Graham Greene (1904-1991)

After the unsuccessful attempts as a novelist, Greene was about to abandon writing. His first popular success was STAMBOUL TRAIN (1932), a thriller with a topical and political flavour. Greene wrote it deliberately to please his readers and to attract filmmakers. One of its characters, Quin Savory, was said to be a parody of J.B. Priestley - Greene depicted nastily the writer as a sex offender. Priestley had just published a novel, which led some reviewers to compare him with Dickens. In Greene's story Savory was a popular novelist in the manner of Dickens. Next year he attacked another well-loved writer, Beatric Potter, in an article called 'Beatrix Potter: A Critical Estimate'. Also the American actress, Shirley Temple, aged nine, got her share when Greene wrote in the magazine Night and Day that "her admirers - middle-aged men and clergymen - respond to her dubious coquetry, to the sight of her well-shaped and desirable little body, packed with enormous vitality..." This time Greene had to pay for his remark.

THE CONFIDENTIAL AGENT (1939) is a problematic work. In it the mysterious Forbes/Furstein, a rich Jew, plans to destroy traditional English culture from within. However, in 1981 the author was invited to Israel and awarded the Jerusalem Prize. He had visited Israel in 1967 for the first time, and spent some of the time lying against a sand dune under Egyptian fire, and thinking that the Six Day War "was a bit of misnomer. The war was too evidently still in progress." Greene's religious convictions did not become overtly apparent in his fiction until THE BRIGHTON ROCK (1938), which depicted a teenage gangster Pinkie with a kind of demonic spirituality. Religious themes were explicit in the novels THE POWER AND THE GLORY (1940), THE HEART OF THE MATTER (1948), which Greene characterized as "a success in the great vulgar sense of that term," and THE END OF THE AFFAIR (1951), which established Greene's international reputation. The story, partly based on Greene's own experiences, was about a lover, who is afraid of loving and being loved. These novels were compared with the works of such French Catholic writers as Georges Bernanos and François Mauriac. "At a stroke I found myself regarded as a Catholic author in England, Europe and America - the last title to which I had ever aspired," Greene later complained.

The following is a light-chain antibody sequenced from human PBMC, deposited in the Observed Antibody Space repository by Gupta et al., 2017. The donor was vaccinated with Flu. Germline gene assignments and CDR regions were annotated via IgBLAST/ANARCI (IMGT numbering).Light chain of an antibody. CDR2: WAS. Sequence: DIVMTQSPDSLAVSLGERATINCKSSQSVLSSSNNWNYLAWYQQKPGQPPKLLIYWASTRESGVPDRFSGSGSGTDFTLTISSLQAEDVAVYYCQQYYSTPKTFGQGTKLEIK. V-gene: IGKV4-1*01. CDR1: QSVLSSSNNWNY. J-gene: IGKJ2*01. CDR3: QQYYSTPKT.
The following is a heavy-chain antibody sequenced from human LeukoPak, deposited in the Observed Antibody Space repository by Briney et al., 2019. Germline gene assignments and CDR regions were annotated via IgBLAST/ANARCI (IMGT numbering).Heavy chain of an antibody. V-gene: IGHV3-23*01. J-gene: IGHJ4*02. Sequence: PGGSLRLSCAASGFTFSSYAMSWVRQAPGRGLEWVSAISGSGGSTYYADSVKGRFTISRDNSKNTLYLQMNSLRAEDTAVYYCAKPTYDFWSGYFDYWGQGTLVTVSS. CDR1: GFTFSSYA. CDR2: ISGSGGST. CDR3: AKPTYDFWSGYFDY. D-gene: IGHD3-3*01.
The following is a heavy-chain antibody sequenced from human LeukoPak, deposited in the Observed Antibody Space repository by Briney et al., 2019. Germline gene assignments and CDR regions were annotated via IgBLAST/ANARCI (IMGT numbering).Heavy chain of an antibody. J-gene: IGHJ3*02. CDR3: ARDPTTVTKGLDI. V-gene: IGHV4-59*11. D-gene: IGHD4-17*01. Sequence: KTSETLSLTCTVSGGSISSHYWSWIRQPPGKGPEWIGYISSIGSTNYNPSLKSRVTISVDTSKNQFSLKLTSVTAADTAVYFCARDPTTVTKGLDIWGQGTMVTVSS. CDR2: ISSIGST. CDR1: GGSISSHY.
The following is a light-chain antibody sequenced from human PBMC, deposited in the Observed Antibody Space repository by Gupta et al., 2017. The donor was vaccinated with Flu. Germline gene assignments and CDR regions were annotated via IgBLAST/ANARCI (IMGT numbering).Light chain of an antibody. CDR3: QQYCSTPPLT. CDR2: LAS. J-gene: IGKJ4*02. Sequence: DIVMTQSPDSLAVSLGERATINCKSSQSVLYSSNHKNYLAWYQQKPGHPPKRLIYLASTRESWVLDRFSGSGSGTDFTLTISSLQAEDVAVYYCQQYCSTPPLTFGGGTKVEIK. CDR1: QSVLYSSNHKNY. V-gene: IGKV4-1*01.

Greene returned constantly to the problem of grace. In his review of The Heart of the Matter George Orwell attacked Greene's concept of 'the sanctified sinner': "He appears to share the idea, which has been floating around ever since Baudelaire, that there is something rather distingué in being damned; Hell is a sort of high-class nightclub, entry to which is reserved for Catholics only." The novel was set in Sierra Leone where the author had spent a miserable period during the war. Major Scobie, the hero of the story, dies saying: 'Dear God, I love...' The rest is silence.

The End of the Affair was drew partly on Greene's affair with Catherine Walston, whom he had met in 1946. She was married to one of the richest men in England, Henry Walston, a prominent supporter of the Labour Party. Catherine was the mother of five children. Greene's relationship with her continued over ten years and produced another book, AFTER TWO YEARS (1949), which was printed 25 copies. Most of them were later destroyed. In The End of the Affair Catherine was 'Sarah Miles' and the writer himself the popular novelist 'Maurice Bendix', who narrates the story and tries to understand why Sarah left him. Maurice discovers that when he was injured in a bomb blast during the war, Sarah promised God that she would end the affair if Maurice is saved. Sarah dies of a pneumonia. Maurice's response to his divine rival is: "I hate you as though You existed.'

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